Friday, July 1, 2011

(empo-tuulwey) Enterprise and individual users are different, even when they're the same

My brain has been pondering this for a while, and I still don't see a solution.

Jake Kuramoto linked to a Peter Bright post in Ars Technica that looked at, among other things, the contrasting needs of enterprise users and individual users (primarily techies).

An individual techie user isn't really going to worry if there's only a three-month difference between Firefox 4 and Firefox 5.

For an enterprise user - or, more accurately, the enterprise user's IT department - that's a big worry (although Bright argues that it really isn't).

In a comment on Kuramoto's post, I noted that the issue extends beyond web browsers. Take a look at Adobe Acrobat, for example - some people are urging that enterprises prohibit its use - and I know of one company that has actually implemented such a prohibition. Several years ago, any attempt to use an iPhone for business was controversial - a repeat of similar arguments that were made several decades ago when people wanted to use a Macintosh at work.

Essentially, corporations have to balance two competing facts. On the one hand, allowing the use of product X in the company can offer improved productivity, higher employee morale, better employee retention and recruiting, lower stress levels, higher profits, and Jamie McCourt-like wealth for the approving executives. On the other hand, allowing the use of product X in the company can result in additional compatibility testing, increased risk of bad things happening, and a possible trip to the unemployment line for the approving executives.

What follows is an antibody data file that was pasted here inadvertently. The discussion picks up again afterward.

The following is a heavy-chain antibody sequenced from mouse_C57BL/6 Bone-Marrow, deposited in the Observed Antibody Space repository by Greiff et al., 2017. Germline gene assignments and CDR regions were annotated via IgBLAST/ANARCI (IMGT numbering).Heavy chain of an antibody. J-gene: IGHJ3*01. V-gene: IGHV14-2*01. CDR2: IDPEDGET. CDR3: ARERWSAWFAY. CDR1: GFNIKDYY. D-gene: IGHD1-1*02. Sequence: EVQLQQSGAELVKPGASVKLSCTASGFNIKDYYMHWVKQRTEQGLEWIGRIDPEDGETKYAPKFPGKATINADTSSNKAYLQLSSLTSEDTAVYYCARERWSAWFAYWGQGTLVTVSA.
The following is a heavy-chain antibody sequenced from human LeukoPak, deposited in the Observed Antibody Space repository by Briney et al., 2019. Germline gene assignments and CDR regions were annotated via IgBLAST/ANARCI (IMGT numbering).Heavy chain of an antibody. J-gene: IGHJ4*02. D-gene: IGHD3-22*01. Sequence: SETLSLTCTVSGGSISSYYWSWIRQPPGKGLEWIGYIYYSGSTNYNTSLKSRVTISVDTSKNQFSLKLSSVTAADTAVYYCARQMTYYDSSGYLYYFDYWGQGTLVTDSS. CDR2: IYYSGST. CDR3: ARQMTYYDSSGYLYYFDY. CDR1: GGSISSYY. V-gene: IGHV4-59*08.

What complicates matters is that the users themselves wear two hats. During the day, they use various tools to achieve corporate objectives. At other times (or maybe during the same time) they use various tools to achieve personal objectives.

For example, I'm typing this post at home (no, I'm not typing it on June 30 at 5:00 am) using a web browser that is not approved for use at my company, using an operating system that is not fully approved for use at my company. Frankly, to write this post it doesn't really matter what browser and OS I'm using, but the experience that I'm collecting on this browser and OS is not necessarily applicable to my job - and vice versa.

Despite the reputed convergence between our work selves and our non-work selves, is it possible that we will see a divergence between the two? Will we use Ubuntu and Firefox at home, and then go to work and use Windows and Internet Explorer?

And if so, what are the ramifications of this?
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